This post by Sarah DeCamps is from Honduras, Our Little Roses Home For Girls, where Liz Hoekstra and Sarah are visiting the girls now:

Visiting Honduras this week has been refreshing as always. I'm reminded how capable kids can be with so few resources. Adriana (my goddaughter) was curious about my students’ papers waiting to be graded in my bag and was looking over their Roman Emperor projects. Forty-five seconds in and she wants to know why one of my students didn't capitalize anything or spell things correctly or why he left some of the source boxes blank for his citations. Honduran kids don't ignore little things like that on their school assignments. She's ten years old and English is not her first language. So interesting to see how quickly she noticed those things!

We had a wedding shower with the kids here for Liz and celebrated with the healthy choice of donuts and ice cream. I am always fascinated by the fact that these kids can entertain themselves for hours with music and each other. I took a weekend trip Saturday to Brenda's home village on the Guatemalan border. They are like my Honduran family...I'm the godmother to her kids and she works at Our Little Roses as the head "Tia" for the girls at the home. Her home village is a different world...literally; it is like going back in time. Everyone is so present; no one is looking down at their phones or in front of the TV. And it's beautiful here, people coming in and out of one another's homes, music permeating the streets, so much food everywhere. You can't see someone or pass them by without stopping to chat or greet them.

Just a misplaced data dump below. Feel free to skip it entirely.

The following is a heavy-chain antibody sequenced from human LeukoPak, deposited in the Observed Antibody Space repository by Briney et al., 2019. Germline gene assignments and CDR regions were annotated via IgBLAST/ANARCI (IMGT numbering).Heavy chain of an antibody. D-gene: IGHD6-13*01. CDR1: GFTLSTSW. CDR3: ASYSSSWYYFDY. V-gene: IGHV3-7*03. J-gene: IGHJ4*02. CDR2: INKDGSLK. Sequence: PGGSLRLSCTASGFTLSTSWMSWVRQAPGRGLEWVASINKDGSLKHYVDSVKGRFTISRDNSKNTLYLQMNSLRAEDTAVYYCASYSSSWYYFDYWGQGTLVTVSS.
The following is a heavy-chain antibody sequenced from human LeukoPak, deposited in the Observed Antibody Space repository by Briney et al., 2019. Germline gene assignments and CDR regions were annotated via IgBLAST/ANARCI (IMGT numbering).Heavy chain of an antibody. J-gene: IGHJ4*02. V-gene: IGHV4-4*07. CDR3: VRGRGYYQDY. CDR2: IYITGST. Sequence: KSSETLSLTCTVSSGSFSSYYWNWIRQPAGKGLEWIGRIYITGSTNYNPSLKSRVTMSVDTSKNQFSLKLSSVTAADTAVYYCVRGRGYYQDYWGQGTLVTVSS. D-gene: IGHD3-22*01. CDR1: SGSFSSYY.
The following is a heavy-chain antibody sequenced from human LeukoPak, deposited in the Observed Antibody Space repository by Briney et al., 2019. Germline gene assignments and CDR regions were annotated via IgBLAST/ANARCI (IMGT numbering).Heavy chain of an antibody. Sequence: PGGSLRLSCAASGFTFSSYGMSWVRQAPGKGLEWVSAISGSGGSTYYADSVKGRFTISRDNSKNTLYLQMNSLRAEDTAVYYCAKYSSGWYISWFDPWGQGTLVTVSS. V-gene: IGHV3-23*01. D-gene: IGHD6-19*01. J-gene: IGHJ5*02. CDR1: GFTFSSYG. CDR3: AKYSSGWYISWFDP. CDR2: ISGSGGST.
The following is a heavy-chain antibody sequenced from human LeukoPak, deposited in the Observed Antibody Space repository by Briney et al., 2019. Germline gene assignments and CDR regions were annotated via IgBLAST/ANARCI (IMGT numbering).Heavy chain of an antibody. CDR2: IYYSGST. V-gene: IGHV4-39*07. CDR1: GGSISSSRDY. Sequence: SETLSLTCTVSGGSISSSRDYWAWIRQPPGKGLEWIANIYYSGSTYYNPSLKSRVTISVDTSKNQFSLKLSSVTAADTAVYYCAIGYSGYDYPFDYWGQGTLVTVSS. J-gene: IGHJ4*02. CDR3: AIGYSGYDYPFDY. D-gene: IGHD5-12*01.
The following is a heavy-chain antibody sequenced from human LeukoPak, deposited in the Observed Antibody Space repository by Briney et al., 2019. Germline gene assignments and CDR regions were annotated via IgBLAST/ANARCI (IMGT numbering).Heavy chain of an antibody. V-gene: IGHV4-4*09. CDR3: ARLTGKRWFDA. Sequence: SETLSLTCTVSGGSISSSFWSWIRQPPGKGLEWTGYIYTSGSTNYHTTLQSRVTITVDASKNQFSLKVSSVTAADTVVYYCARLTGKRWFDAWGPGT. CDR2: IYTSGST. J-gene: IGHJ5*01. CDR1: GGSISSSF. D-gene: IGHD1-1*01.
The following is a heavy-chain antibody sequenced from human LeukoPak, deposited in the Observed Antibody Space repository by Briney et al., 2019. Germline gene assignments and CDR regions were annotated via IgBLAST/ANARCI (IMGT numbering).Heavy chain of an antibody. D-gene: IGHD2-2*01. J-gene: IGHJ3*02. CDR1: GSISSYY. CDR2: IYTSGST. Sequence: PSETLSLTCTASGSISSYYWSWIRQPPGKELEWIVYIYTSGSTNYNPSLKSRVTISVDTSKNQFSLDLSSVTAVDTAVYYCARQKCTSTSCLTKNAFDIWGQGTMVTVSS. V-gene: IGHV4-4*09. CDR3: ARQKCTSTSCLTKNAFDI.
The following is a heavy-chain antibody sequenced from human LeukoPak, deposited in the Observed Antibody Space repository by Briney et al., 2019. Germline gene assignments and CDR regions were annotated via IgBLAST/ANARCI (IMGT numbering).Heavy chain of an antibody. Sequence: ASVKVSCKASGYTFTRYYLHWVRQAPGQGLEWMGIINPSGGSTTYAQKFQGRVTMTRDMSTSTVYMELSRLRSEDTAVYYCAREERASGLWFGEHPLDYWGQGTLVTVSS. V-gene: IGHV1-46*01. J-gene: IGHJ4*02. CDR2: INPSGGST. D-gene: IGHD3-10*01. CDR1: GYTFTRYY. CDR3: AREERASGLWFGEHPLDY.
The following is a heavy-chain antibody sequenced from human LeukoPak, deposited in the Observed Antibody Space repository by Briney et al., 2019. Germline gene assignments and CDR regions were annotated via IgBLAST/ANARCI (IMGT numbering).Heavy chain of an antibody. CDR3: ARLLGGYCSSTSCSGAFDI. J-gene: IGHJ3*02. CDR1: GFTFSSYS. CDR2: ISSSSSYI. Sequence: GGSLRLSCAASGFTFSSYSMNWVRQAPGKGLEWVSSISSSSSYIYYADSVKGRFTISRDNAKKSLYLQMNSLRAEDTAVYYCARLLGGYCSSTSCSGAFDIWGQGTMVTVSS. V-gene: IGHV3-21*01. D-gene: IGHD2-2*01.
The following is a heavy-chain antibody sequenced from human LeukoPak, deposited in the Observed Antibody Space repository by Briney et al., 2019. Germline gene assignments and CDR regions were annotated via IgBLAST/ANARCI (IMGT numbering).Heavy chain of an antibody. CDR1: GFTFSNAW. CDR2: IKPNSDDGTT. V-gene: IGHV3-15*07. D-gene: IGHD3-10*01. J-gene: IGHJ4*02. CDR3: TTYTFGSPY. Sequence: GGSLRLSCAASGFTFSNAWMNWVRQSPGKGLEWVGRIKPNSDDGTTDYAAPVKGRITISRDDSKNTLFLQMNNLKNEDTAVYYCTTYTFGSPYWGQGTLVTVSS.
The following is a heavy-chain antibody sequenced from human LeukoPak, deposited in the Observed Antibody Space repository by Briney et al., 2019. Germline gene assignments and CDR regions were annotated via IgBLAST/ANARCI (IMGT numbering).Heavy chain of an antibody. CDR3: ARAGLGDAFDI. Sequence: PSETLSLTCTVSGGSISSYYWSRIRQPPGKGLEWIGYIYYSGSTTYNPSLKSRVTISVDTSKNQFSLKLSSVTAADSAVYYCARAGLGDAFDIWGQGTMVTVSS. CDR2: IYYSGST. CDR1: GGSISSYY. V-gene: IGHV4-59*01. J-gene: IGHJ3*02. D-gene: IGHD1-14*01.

There was a grandfather who died last week and they had an evening fiesta to celebrate him—people of all ages in the streets dancing, eating, kids running around. It was not sad at all. Women were walking around with homemade bread and hot chocolate at midnight. The next morning they all walked up to the cemetery in the mountains to bid a final farewell and watch his casket be lowered into the ground. It was really touching, a nice reminder that the spirit and happy hearts are not always in the most obvious of places—this is a pretty impoverished community but they take care of each other.